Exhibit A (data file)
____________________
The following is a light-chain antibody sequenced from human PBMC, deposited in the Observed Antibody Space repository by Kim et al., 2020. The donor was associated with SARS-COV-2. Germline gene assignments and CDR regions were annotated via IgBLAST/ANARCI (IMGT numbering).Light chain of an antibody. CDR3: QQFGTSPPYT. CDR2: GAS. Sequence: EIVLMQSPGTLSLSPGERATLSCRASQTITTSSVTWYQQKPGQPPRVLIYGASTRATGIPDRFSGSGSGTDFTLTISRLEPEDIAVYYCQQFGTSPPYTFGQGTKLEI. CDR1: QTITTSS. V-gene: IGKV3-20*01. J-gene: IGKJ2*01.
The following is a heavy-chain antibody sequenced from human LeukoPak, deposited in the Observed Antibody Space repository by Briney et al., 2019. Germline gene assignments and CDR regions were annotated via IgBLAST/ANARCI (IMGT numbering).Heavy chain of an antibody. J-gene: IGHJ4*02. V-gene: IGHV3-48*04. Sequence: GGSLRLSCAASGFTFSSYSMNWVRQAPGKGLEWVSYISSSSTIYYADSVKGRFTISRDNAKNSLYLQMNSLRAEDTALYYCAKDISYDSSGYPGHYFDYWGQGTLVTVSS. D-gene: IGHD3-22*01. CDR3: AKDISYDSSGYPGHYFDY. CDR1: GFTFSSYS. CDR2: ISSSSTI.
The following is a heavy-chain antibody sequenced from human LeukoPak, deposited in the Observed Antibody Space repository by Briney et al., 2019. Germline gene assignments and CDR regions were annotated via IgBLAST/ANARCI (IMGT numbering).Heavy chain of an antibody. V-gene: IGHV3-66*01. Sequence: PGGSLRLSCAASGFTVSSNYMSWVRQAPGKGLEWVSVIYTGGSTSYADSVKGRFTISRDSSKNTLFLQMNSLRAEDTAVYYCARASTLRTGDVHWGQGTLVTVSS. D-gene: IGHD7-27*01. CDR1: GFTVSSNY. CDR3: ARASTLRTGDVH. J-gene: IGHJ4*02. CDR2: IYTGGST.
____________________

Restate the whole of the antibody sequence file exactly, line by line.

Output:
The following is a light-chain antibody sequenced from human PBMC, deposited in the Observed Antibody Space repository by Kim et al., 2020. The donor was associated with SARS-COV-2. Germline gene assignments and CDR regions were annotated via IgBLAST/ANARCI (IMGT numbering).Light chain of an antibody. CDR3: QQFGTSPPYT. CDR2: GAS. Sequence: EIVLMQSPGTLSLSPGERATLSCRASQTITTSSVTWYQQKPGQPPRVLIYGASTRATGIPDRFSGSGSGTDFTLTISRLEPEDIAVYYCQQFGTSPPYTFGQGTKLEI. CDR1: QTITTSS. V-gene: IGKV3-20*01. J-gene: IGKJ2*01.
The following is a heavy-chain antibody sequenced from human LeukoPak, deposited in the Observed Antibody Space repository by Briney et al., 2019. Germline gene assignments and CDR regions were annotated via IgBLAST/ANARCI (IMGT numbering).Heavy chain of an antibody. J-gene: IGHJ4*02. V-gene: IGHV3-48*04. Sequence: GGSLRLSCAASGFTFSSYSMNWVRQAPGKGLEWVSYISSSSTIYYADSVKGRFTISRDNAKNSLYLQMNSLRAEDTALYYCAKDISYDSSGYPGHYFDYWGQGTLVTVSS. D-gene: IGHD3-22*01. CDR3: AKDISYDSSGYPGHYFDY. CDR1: GFTFSSYS. CDR2: ISSSSTI.
The following is a heavy-chain antibody sequenced from human LeukoPak, deposited in the Observed Antibody Space repository by Briney et al., 2019. Germline gene assignments and CDR regions were annotated via IgBLAST/ANARCI (IMGT numbering).Heavy chain of an antibody. V-gene: IGHV3-66*01. Sequence: PGGSLRLSCAASGFTVSSNYMSWVRQAPGKGLEWVSVIYTGGSTSYADSVKGRFTISRDSSKNTLFLQMNSLRAEDTAVYYCARASTLRTGDVHWGQGTLVTVSS. D-gene: IGHD7-27*01. CDR1: GFTVSSNY. CDR3: ARASTLRTGDVH. J-gene: IGHJ4*02. CDR2: IYTGGST.